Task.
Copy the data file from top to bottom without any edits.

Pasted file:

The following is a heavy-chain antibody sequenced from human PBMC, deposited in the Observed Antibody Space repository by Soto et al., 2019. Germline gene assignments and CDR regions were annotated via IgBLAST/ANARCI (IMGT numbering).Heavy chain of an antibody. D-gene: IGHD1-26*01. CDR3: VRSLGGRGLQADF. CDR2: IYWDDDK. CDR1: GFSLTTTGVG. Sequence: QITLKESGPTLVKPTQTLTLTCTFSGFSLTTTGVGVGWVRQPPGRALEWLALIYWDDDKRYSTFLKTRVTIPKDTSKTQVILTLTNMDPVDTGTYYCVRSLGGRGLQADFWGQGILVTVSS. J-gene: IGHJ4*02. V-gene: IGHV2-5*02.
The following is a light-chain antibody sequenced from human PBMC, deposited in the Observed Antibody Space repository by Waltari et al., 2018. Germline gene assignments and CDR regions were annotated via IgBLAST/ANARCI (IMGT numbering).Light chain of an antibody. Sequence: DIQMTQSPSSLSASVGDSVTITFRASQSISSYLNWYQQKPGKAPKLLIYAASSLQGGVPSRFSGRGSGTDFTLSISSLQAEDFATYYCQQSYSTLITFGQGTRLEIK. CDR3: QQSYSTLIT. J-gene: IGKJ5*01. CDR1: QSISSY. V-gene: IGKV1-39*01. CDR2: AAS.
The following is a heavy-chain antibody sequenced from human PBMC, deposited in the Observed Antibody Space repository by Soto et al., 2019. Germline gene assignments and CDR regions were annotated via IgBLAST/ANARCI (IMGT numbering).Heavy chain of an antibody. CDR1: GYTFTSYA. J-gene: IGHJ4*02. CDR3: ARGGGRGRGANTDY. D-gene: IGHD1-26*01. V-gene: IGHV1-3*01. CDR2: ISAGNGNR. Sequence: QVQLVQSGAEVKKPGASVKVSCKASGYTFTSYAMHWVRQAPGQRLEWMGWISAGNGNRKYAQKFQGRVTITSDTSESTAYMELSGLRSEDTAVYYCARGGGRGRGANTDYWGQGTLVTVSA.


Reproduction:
The following is a heavy-chain antibody sequenced from human PBMC, deposited in the Observed Antibody Space repository by Soto et al., 2019. Germline gene assignments and CDR regions were annotated via IgBLAST/ANARCI (IMGT numbering).Heavy chain of an antibody. D-gene: IGHD1-26*01. CDR3: VRSLGGRGLQADF. CDR2: IYWDDDK. CDR1: GFSLTTTGVG. Sequence: QITLKESGPTLVKPTQTLTLTCTFSGFSLTTTGVGVGWVRQPPGRALEWLALIYWDDDKRYSTFLKTRVTIPKDTSKTQVILTLTNMDPVDTGTYYCVRSLGGRGLQADFWGQGILVTVSS. J-gene: IGHJ4*02. V-gene: IGHV2-5*02.
The following is a light-chain antibody sequenced from human PBMC, deposited in the Observed Antibody Space repository by Waltari et al., 2018. Germline gene assignments and CDR regions were annotated via IgBLAST/ANARCI (IMGT numbering).Light chain of an antibody. Sequence: DIQMTQSPSSLSASVGDSVTITFRASQSISSYLNWYQQKPGKAPKLLIYAASSLQGGVPSRFSGRGSGTDFTLSISSLQAEDFATYYCQQSYSTLITFGQGTRLEIK. CDR3: QQSYSTLIT. J-gene: IGKJ5*01. CDR1: QSISSY. V-gene: IGKV1-39*01. CDR2: AAS.
The following is a heavy-chain antibody sequenced from human PBMC, deposited in the Observed Antibody Space repository by Soto et al., 2019. Germline gene assignments and CDR regions were annotated via IgBLAST/ANARCI (IMGT numbering).Heavy chain of an antibody. CDR1: GYTFTSYA. J-gene: IGHJ4*02. CDR3: ARGGGRGRGANTDY. D-gene: IGHD1-26*01. V-gene: IGHV1-3*01. CDR2: ISAGNGNR. Sequence: QVQLVQSGAEVKKPGASVKVSCKASGYTFTSYAMHWVRQAPGQRLEWMGWISAGNGNRKYAQKFQGRVTITSDTSESTAYMELSGLRSEDTAVYYCARGGGRGRGANTDYWGQGTLVTVSA.